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SASTM Newsflash - Hantavirus update - New Mexico


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SASTM Newsflash




The New Mexico Department of Health is announcing a fatal case of hantavirus pulmonary syndrome (HPS) in a 73-year-old woman from Santa Fe County. This is the 2nd case of [a] hantavirus [infection] in New Mexico this year [2013] and the 1st HPS fatality ever documented in a resident of Santa Fe County. An environmental investigation will be conducted at the home of the patient to help reduce the risk to others.


"We extend our sympathy to this woman's family and friends," said Department of Health Cabinet Secretary, Retta Ward, MPH. "I am asking all New Mexicans to follow our prevention guidelines to keep themselves and their families safe."


Hantavirus [causes] a deadly disease transmitted by infected rodents through urine, droppings or saliva. People can contract the disease when they breathe in aerosolized virus. The deer mouse [_Peromyscus maniculatus_] is the main reservoir for Sin Nombre virus, the hantavirus strain most commonly found in New Mexico. The Department of Health urges healthcare workers and the general public to familiarize themselves with the symptoms of hantavirus.


Early symptoms of hantavirus infection include fever and muscle aches, possibly with chills, headache, nausea, vomiting, diarrhea, abdominal pain and cough which progresses to respiratory distress. These symptoms develop within 1-6 weeks after rodent exposure. Although there is no specific treatment for HPS, chances for recovery are better if medical attention is sought early.


"The best defense against being infected with [a] hantavirus is to avoid disturbing areas of rodent infestation, including nests and droppings," said Dr. Paul Ettestad, the Department's Public Health Veterinarian. "This is especially important at this time of year when the cold weather is causing rodents to seek shelter and food in homes and other buildings. It is important to seal up homes and other structures that are used by people. Mice can squeeze through holes the size of a dime."


To protect yourself, avoid contact with mice and other rodents. Other important steps are:

- Air out closed-up buildings before entering

- Seal up homes and cabins so mice can't enter

- Trap mice until they are all gone

- Clean up nests and droppings using a disinfectant

- Don't sweep up rodent droppings into the air where they can be inhaled

- Put hay, wood, and compost piles as far as possible from your home

- Get rid of trash and junk piles

- Don't leave your pet's food and water where mice can get to it


The previous 2013 New Mexico case was in a 45-year-old woman from McKinley County who survived. In 2012, New Mexico had one case of hantavirus [infection], which was fatal, in a 20-year-old woman from Rio Arriba County. In 2011, New Mexico had 5 cases of hantavirus [infections]; 3 of the 5 cases were fatal including a 51-year-old woman from McKinley County, a 35-year-old man from Torrance County, and a 23-year-old man from McKinley County.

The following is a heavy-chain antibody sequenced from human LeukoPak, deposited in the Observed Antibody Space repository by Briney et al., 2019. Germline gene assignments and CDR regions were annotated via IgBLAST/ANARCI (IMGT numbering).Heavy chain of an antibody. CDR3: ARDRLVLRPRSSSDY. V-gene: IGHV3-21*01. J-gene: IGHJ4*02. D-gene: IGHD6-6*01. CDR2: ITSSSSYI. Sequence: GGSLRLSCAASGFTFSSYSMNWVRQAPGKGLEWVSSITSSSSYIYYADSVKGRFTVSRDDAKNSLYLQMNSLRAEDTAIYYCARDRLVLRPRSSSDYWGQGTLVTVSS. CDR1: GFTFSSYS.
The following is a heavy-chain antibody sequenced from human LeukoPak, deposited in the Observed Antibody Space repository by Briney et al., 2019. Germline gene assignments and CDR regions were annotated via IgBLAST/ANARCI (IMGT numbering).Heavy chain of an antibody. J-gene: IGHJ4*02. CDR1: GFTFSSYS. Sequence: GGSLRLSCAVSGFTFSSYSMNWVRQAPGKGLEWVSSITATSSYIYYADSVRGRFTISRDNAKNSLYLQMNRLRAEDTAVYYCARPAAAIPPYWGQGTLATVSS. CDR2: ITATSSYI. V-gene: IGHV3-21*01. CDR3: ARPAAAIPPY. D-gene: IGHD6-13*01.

Since it was 1st discovered in 1993, New Mexico has had a total of 93 lab-confirmed hantavirus cases with 38 fatalities, the highest number of cases for any state in the nation. Nationally, since 1993, the Centers for Disease Control and Prevention (CDC) has reported a total of 624 cases with a fatality rate of 36 percent.


Communicated by: ProMED-mail


Although the above report does not say so explicitly, it does mention Sin Nombre virus, which is doubtless the hantavirus responsible for this case of HPS. The rodent host of Sin Nombre virus is _Peromyscus maniculatus_, which is widely distributed in North America and frequently invades houses, especially during cold, winter weather.




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The content and opinions are neither pre-screened nor endorsed by the SASTM. The content should neither be interpreted nor quoted as inherently accurate or authoritative.

The information provided in SASTM Newsflashes is collected from various news sources, health agencies and government agencies. Although the information is believed to be accurate, any express or implied warranty as to its suitability for any purpose is categorically disclaimed. In particular, this information should not be construed to serve as medical advice for any individual. The health information provided is general in nature, and may not be appropriate for all persons. Medical advice may vary because of individual differences in such factors as health risks, current medical conditions and treatment, allergies, pregnancy and breast feeding, etc. In addition, global health risks are constantly evolving and changing. International travelers should consult a qualified physician for medical advice prior to departure.

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